In the 2017 holiday season, mobile commerce revenue totaled $35.9 billion, an incredible 28 percent growth from last year's mobile commerce total.

This year-over-year growth, revealed in data released recently from Astound Commerce, illustrates the importance of mobile's current contribution to retail sales performance, and signifies that retail is, without question, in a new (and very exciting) era. To better understand the mobile commerce landscape and identify top performers, Astound Commerce Insights analyzed 25 mobile retail websites and 23 retailer apps in its 2018 Mobile Shopping Report. What did they find?

Researchers discovered that retailers mobile sites tend to be "more robust", mirroring their desktop counterparts, while the role of apps centered on connecting customers across all channels and most importantly serving as the 'ultimate' in shopping convenience, particularly for frequent buyers. Some other noteworthy data revealed in the study provides some useful guidance for those e-commerce retailers looking to grow their revenue and deepen user engagement.

+ 96 percent of mobile sites had a "What's New" section, compared to 78 percent of mobile apps. Fifty-two percent of mobile sites had a "Trending Now" section, compared to only 30 percent of mobile apps.

+ 84 percent of mobile web sites feature video and a strong 61 percent appreciate their role on apps. Only 30 percent of mobile apps offer a retailer's blog (56 percent on sites) and guide adoption is favored 2 to 1 for web (64 percent vs. 30 percent on apps). This penetration suggests that apps are better used as purchase tools instead of curation or discovery.

+ 92 percent of mobile sites had a dedicated customer service section, compared to 74 percent of apps. Easily accessible contact information is scarce on both mobile sites and apps, with phone numbers available on the home page or via navigation on just 33 percent and 14 percent respectively.

Armed with some useful insights into developing an ecommerce presence for the mobile experience, brands can turn their attention to conversion - the ultimate sign that any experience - smartphone or desktop - is actually, truly effective.

Consumers have always been (and will always be) sensitive to price - humans are deal hunters; a fact that has not gone unnoticed. One of the best ways to capitalize on this reality, of course, is through the use of coupons and it is big business - particularly in the realm of mobile.

A recent study from Juniper Research, Mobile & Online Coupons: Leading Vendors, Technologies & Market Forecasts 2017-2022, revealed that the value of digital coupon redemptions will surge to $91 billion by 2022, up from $47 billion in 2017. The report also indicated that the mobile channel will be led by in-app coupon redemptions towards the end of the period, overtaking SMS; a channel which also continues to grow markedly well.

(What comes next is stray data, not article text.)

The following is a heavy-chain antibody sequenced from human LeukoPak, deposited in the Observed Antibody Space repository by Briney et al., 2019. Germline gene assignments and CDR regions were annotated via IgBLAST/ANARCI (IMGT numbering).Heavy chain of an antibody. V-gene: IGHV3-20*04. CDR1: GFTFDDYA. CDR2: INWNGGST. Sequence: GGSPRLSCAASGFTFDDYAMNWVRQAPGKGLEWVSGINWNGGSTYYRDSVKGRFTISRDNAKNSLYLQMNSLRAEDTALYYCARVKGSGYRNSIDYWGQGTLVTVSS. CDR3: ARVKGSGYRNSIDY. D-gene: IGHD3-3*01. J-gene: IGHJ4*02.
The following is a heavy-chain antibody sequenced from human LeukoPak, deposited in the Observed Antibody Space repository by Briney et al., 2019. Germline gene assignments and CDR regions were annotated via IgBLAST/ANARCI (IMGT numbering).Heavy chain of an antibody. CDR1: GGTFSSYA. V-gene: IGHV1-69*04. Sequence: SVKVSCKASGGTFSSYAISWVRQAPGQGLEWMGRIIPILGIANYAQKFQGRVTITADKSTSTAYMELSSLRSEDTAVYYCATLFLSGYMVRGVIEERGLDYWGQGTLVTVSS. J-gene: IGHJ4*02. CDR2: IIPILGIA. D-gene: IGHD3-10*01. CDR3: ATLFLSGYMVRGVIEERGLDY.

The largest volumes of coupon redemptions according to the Juniper data will be generated via app-based platforms by the end of the period, as providers see increased preference for the loading of both one-time and loyalty-based incentives for use in store. The three technologies with the greatest disruptive potential according to the study are chatbots, QR codes and invisible payments.

E-commerce retailers, however, will also have to rely on other mediums to ensure their message is contributing to the growth of their enterprise.


Mobile Email


Businesses that prioritize the mobile experience are starting to see the results of their labors in the form of more revenue.

According to data released recently by Yes Lifecycle Marketing, orders per click for desktop and mobile were equivalent at 3.3 percent (the first time that has reportedly happened),

In its most recent Email Benchmark Report: A Marketer's Guide to 2018, the company revealed that in 2017 smartphone orders accounted for 46 percent of all email-driven orders, a 33 percent increase year-over-year (YOY). During the same period, tablet and desktop orders saw declines of 14 percent and 18 percent, respectively, indicating smartphone's growing role in the customer journey.

While desktop and mobile are now equal in terms of conversion rate, desktop continues to drive higher AOV according to the report. Yes Lifecycle Marketing found that mobile AOV (average order value) remains about 40 percent lower than desktop AOV ($58 vs. $96, respectively) and this ratio has remained consistent over the last three years. What that ultimately means is that consumers may still value desktop functionality for larger purchases.

One of the most fascinating highlights from the study was that triggered emails generated more than double the open rate, triple the unique click rate, and almost double the click-to-open rate of standard emails; yet triggered messages made up only 2% of email volume in 2017.


Welcome to the Mobile Era


Mobile devices are here to stay and it is the responsibility of brands not only to design and develop experiences for this reality, but address the mobile expectations of users at every digital touchpoint.